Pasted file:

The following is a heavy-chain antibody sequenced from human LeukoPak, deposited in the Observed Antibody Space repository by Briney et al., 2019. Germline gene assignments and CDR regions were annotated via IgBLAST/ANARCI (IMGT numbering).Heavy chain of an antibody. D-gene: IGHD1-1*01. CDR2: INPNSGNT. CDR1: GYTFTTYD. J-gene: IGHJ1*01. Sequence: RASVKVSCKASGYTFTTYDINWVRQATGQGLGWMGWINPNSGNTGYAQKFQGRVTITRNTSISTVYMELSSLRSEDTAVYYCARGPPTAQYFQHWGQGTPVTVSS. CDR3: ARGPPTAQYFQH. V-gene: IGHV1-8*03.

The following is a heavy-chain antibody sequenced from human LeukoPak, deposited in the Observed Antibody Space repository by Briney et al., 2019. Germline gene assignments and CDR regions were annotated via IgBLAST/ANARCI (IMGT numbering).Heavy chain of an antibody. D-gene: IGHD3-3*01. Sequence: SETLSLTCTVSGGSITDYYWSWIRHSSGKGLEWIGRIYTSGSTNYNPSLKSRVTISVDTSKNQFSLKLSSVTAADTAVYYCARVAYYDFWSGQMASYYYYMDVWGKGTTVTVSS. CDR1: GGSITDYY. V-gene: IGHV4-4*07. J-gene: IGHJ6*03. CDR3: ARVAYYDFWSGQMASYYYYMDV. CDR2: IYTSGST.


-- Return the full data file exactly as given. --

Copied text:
The following is a heavy-chain antibody sequenced from human LeukoPak, deposited in the Observed Antibody Space repository by Briney et al., 2019. Germline gene assignments and CDR regions were annotated via IgBLAST/ANARCI (IMGT numbering).Heavy chain of an antibody. D-gene: IGHD1-1*01. CDR2: INPNSGNT. CDR1: GYTFTTYD. J-gene: IGHJ1*01. Sequence: RASVKVSCKASGYTFTTYDINWVRQATGQGLGWMGWINPNSGNTGYAQKFQGRVTITRNTSISTVYMELSSLRSEDTAVYYCARGPPTAQYFQHWGQGTPVTVSS. CDR3: ARGPPTAQYFQH. V-gene: IGHV1-8*03.

The following is a heavy-chain antibody sequenced from human LeukoPak, deposited in the Observed Antibody Space repository by Briney et al., 2019. Germline gene assignments and CDR regions were annotated via IgBLAST/ANARCI (IMGT numbering).Heavy chain of an antibody. D-gene: IGHD3-3*01. Sequence: SETLSLTCTVSGGSITDYYWSWIRHSSGKGLEWIGRIYTSGSTNYNPSLKSRVTISVDTSKNQFSLKLSSVTAADTAVYYCARVAYYDFWSGQMASYYYYMDVWGKGTTVTVSS. CDR1: GGSITDYY. V-gene: IGHV4-4*07. J-gene: IGHJ6*03. CDR3: ARVAYYDFWSGQMASYYYYMDV. CDR2: IYTSGST.